In the glamorous world of international toilet design the Indonesians are beginning to make a name for themselves with the kind of commitment to ethnic diversity you could only find in a nation of over 17 000 islands. A firm support for ancient traditions is complimented by visionary, yet measured steps into the modern world.
The primary factor distinguishing Indonesia from the two giants of Asian toilet design, Tajikistan and China, derives more from differing cultural understandings. Simply, many more Indonesians have grasped the basic concept, that by placing your posterior directly over the evacuation hole, rather than somewhere vaguely in the vicinity of it, the apparatus is better equipped to remove the offending products. However, the difficult transition from the defacatory, yogic squat stance, which has evolved for ground level based systems, is ill-suited to western seated devices, which better facilitate dual use combinations, involving for example, reading the newspaper or drinking a cup of tea. Consequently the sign below can regularly be seen in more modern facilities explaining the conceptual differences between the two systems.
Rarely has religion played such a defining role in toilet design as demonstrated by our first example.
Being a largely Muslim nation, proud Islamic dedication to principles enshrined in sharia law are clearly on display here. After all, the chances of negotiating this balancing act after thirteen bottles of Bintang beer, without serious injury are virtually zero. Of course, once you have been released from the spinal injuries unit you have the double humiliation of having to stare ruefully from the confines of your wheelchair as you wait, hoping for someone to carry you across before nature takes its course in your trousers. The more eagle-eyed amongst you will have spotted the boots provided on the walkway in the event that toilet cleaning duties have fallen behind schedule.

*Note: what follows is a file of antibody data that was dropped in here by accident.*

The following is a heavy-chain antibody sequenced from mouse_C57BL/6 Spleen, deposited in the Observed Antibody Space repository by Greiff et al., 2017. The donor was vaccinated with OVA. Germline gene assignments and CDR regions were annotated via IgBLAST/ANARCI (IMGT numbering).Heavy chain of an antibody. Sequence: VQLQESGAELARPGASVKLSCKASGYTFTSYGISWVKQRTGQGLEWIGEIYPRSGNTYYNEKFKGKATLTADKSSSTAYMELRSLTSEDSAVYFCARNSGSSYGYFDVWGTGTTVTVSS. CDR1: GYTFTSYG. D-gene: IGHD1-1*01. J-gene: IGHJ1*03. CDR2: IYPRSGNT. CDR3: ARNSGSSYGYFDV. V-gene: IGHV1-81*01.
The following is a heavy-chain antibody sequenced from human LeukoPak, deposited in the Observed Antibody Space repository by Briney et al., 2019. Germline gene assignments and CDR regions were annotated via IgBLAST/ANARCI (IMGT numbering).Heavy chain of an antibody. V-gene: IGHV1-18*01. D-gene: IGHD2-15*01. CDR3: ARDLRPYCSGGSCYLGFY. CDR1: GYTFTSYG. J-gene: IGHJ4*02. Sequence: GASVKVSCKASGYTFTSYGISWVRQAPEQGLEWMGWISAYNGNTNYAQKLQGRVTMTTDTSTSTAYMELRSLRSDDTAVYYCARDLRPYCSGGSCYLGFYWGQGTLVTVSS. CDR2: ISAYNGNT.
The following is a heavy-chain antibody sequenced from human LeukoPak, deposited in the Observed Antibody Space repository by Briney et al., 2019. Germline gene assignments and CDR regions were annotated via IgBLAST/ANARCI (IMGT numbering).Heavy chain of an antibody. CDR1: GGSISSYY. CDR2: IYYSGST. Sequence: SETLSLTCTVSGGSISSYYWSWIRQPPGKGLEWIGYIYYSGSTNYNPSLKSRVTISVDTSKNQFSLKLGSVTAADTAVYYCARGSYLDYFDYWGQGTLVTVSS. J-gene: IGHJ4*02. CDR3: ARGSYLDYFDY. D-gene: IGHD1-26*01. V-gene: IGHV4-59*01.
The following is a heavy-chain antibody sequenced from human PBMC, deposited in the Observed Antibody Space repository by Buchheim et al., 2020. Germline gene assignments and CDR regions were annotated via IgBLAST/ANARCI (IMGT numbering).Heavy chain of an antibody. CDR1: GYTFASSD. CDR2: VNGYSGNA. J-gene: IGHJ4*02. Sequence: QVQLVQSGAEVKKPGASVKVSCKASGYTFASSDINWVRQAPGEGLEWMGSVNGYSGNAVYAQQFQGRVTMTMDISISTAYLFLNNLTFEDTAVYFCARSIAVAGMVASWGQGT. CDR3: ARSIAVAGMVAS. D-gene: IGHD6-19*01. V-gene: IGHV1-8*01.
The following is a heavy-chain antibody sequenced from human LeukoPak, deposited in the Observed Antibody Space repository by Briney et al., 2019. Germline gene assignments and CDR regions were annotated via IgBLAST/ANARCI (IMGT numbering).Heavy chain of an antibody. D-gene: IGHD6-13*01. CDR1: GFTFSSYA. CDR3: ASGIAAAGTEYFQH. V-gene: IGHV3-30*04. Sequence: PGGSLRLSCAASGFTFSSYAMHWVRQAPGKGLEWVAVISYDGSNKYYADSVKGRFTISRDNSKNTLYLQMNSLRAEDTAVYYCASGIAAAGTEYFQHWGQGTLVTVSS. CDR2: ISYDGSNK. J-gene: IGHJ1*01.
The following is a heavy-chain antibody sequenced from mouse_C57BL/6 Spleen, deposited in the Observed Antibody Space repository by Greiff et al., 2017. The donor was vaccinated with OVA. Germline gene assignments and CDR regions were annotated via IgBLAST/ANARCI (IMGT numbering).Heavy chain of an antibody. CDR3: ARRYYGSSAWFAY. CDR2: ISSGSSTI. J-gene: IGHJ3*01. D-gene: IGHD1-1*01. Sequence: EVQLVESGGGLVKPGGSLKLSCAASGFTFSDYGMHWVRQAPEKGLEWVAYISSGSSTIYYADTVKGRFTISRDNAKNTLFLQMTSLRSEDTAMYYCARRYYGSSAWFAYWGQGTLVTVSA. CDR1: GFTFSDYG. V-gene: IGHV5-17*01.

In a masterstroke of lateral thinking, inspired by the dictum, “let the mountain come to Mohammed”, locals realised that instead of taking water to the toilet they could take the toilet to the water. Here we see two fine examples which have been developed from this philosophy.
So popular are these that they are built on a large raft to cater for the large queues of fans anxious to have a go. The calming splosh of water and the sounds of nature provide an ideal environment for your activities and the automatic flushing mechanism inherent in the design requires no moving parts, so reducing plumbing bills.
This riverside model is a noticable improvement on the former as it doesn’t require the use of a boat to access the unit, although slower flushing action may prove troublesome on particularly hot days under heavy usage. Both these models are typically used slightly upstream of washing and swimming facilities so the whole population can appreciate the grandeur of vision in their conception.
A surprising dalliance with porta- loos proved to be so unpopular that they remain unused and over-grown, conclusively proving the population’s trust and admiration for conveniences which show true respect for traditional forms.
Foolish minds who think that sophistication is lacking in rural toilet design need look no further than this fine example from West Papua. Just because you have to shit in a wooden shack doesn’t mean that your creations don’t merit the finest porcelain on making their exit from this world. The stunning blue counterpoint to the traditional brown structure is a reminder of the heavenly bliss experienced on completion of your pilgrimage to this holy site.
Reveling in a carefree disregard in the selection of hygienic surfaces and a dedication to functional minimalism, it is of little wonder that this is a popular choice for more remote communities. The healthy disdain for glazed tiling generates an organic composting process, more in tune with the surrounding environment than soulless modern materials and support an abundant eco-system and decorative vegetation.
So, there you have it. Exciting times for Indonesia and potentially a big player on the international scene.
I would like to thank Derek Freal of HoliDaze travel blog for his help in compiling this study. His sterling efforts and unrivalled dedication to hanging around public toilets in south-east Asia has been a huge influence on my work